caolila2003 Although the biggest distillery in terms of output on Islay, Caol Ila is also the ugliest distillery on the island.  No matter, though, because it produces superb phenolic, smoky whiskies and is the smoky heart of the Johnnie Walker blends (hence its huge output).  Although it is best-known as a peaty big hitter, it also produces vast quantities of unpeated malt, which deserves a try if you ever get the opportunity.  This expression is somewhere between its peated and unpeated form.  It was matured in first-fill bourbon casks and was bottled in 2015, making it somewhere between 11 and 12 years old, but very, very different from the official 12 year old peated expression.

Pat says:

Nose: The peat is distant but intermingled with the salt, marzipan, nuts, apples, tropical fruit and buttercream.

Palate: Again, the peat plays a distant role.  It starts off virtually unnoticed but becomes as clear as a bell (if subdued), as does the oak, with a banoffee and baked apple and cinnamon accompaniment.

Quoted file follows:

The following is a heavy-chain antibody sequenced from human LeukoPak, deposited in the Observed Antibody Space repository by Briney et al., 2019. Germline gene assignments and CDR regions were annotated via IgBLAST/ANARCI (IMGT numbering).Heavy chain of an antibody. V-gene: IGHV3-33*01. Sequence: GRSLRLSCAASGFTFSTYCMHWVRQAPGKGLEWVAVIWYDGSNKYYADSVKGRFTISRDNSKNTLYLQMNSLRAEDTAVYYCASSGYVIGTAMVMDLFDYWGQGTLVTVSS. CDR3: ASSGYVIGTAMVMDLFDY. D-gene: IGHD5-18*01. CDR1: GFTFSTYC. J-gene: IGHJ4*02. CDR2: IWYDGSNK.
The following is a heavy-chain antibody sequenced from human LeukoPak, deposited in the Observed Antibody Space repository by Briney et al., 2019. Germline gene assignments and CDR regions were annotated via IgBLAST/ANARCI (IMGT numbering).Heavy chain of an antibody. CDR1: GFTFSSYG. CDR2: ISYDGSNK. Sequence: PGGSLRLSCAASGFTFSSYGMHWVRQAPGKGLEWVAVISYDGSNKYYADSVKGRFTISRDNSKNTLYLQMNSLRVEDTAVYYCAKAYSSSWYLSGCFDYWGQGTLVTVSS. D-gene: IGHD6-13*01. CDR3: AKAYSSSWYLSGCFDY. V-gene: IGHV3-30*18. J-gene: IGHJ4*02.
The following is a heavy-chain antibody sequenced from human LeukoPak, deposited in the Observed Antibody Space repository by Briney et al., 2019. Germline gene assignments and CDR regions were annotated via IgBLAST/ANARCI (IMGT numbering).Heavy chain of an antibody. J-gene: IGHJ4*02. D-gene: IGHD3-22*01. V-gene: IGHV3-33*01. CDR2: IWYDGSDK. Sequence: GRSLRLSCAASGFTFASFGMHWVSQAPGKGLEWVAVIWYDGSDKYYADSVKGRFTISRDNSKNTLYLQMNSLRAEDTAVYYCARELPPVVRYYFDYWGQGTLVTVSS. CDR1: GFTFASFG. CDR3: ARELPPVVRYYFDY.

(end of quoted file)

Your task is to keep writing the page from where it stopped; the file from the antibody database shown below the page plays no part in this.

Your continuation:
Tony says:

I love this nose, it smells like drinking whisky too early in the morning at the Islay festival. I see pat’s point a bit, there are notes of the caol ila unpeated, some background banana flavours, but I’m getting shit loads of peat off this myself, and the longer its in the glass the more I get.


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Duthies Tasting

Our club member tasting for April if from the Duthies range from the Springbank owned Cadenhead stable.